Steamed Fish, Swimming in Flavor

Posted January 16, 2018 4:18 p.m. EST

There are many ways to approach a pescatarian dinner. The next time you buy a piece of fish for dinner, instead of pan-frying, poaching or broiling, why not consider steaming? It’s fast, easy and makes a remarkably satisfying light meal.

Chinese cooks have long been experts at steaming fish — especially whole fish, which may seem daunting. But boneless fillets are also excellent when prepared in the same way. The technique is not at all difficult to master, and the aromatics — like ginger, scallion and sesame oil — are readily available.

Most vegetables, whether small potatoes or carrots or asparagus, benefit from steaming, which accentuates their innate sweetness. The same holds true for fish.

Of course, spanking fresh fish is required. Look for white-fleshed fish such as halibut, sea bass or cod, preferably about 2 inches thick. In a pinch, you could use salmon, but avoid stronger-tasting fish (like mackerel) for this method.

It’s worth investing in a good steamer with a sizable diameter. One made of stainless steel, though expensive, will last a lifetime. The inexpensive bamboo steamers available in Asian markets are quite sturdy and come in every size. A large wok with a lid works, too. It just needs a rack of some sort to hold what’s being steamed well above the boiling water below. Chopsticks can do the job, or a cake rack propped up securely. Absent a wok, a wide deep skillet with a domed lid will suffice, or some pasta pots have a steamer basket included.

In truth, the preparation for this fish dish takes longer than it does to cook, but not by much: The cooking itself takes only 10 minutes or so.

First, you cut scallions and ginger into fine julienne, then stir up a little mixture of soy sauce and sesame oil, spiked with Shaoxing wine and a pinch of sugar. This makes a savory steam bath for the fish.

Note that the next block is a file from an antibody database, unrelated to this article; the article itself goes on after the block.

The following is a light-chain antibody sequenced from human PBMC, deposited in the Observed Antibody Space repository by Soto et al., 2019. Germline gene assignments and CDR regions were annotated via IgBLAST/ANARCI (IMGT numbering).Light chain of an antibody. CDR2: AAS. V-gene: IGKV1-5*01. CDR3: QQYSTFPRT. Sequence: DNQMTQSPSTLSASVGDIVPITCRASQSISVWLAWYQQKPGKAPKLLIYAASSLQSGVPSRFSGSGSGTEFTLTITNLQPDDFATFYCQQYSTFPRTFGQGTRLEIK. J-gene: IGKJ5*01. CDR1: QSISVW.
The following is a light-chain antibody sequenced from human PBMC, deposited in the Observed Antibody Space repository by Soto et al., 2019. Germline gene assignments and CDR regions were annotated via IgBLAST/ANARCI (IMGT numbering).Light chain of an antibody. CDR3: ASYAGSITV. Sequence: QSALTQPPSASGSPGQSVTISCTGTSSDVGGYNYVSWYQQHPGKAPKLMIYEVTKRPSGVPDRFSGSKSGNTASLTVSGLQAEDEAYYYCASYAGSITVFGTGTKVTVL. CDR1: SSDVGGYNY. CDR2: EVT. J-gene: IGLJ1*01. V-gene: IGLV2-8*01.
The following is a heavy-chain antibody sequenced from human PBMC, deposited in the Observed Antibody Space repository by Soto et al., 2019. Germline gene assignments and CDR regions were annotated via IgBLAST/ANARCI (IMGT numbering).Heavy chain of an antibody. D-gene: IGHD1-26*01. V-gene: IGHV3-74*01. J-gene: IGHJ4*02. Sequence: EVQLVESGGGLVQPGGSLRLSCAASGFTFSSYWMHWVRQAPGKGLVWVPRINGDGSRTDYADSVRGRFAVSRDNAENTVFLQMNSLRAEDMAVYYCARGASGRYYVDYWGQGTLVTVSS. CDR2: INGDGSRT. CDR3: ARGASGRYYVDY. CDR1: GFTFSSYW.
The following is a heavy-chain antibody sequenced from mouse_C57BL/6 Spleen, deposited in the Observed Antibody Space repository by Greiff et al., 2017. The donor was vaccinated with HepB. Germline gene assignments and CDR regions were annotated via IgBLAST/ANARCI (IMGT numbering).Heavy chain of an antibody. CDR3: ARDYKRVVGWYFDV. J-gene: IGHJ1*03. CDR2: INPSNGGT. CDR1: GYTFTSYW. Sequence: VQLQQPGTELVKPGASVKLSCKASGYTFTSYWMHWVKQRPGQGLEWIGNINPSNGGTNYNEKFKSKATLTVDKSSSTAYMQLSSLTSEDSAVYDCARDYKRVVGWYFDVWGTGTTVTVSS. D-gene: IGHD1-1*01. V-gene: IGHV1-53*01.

Then, you put your fine fish fillet directly on the plate from which it will be served. It goes into the steamer for a brief spell and emerges succulent and fragrant. All you need is jasmine rice as an accompaniment.

Though my recipe includes some toasted sesame oil, which is traditional, I used pistachio oil to finish and liked its nutty effect. It’s not required, of course. With its topping of sizzled ginger, chopped pistachios and fluffy cilantro, the fish is both festive and fragrant.


Soy-Steamed Fish With Scallions and Pistachio

Yield: 2 servings

Time: 30 minutes


3/4 pound fish fillet such as sea bass, halibut or cod, about 2 inches thick


2 tablespoons light soy sauce

1 tablespoon Shaoxing wine (Chinese rice wine) or dry sherry

1 teaspoon granulated sugar

1/2 teaspoon sesame oil

1/2 teaspoon Chinese fermented black-bean paste or sauce (optional)

2 scallions, white and pale green parts only, cut into fine julienne

2 tablespoons pistachio oil or vegetable oil

1 1-inch chunk fresh ginger, peeled and cut into fine julienne

2 tablespoons toasted chopped pistachios, for garnish

Cilantro sprigs, for garnish


1. Put fish fillet on a sturdy heatproof plate, salt lightly and set aside.

2. In a small bowl, mix together soy sauce, wine, sugar, sesame oil and bean paste.

3. Set up a steamer, large enough to accommodate the plate, with 2 inches of water in the bottom. Alternatively, use a large wok or deep, wide skillet fitted with a rack to keep the plate above the water.

4. Bring water to a rapid boil over high heat. Lay the plate in the steamer. Spoon soy sauce mixture evenly over fish and cover with lid. Steam fish for 8 to 10 minutes, until cooked through. (It should flake easily when probed with a fork.)

5. Using a large spatula, carefully remove plate from steamer and set on a kitchen towel to blot moisture. Arrange scallions over the fish fillet.

6. In a small pan, heat pistachio oil over medium-high heat until rippling. Add ginger, let sizzle for about 15 seconds, then spoon ginger and hot oil over fish.

7. Garnish with pistachios and cilantro sprigs, and serve immediately.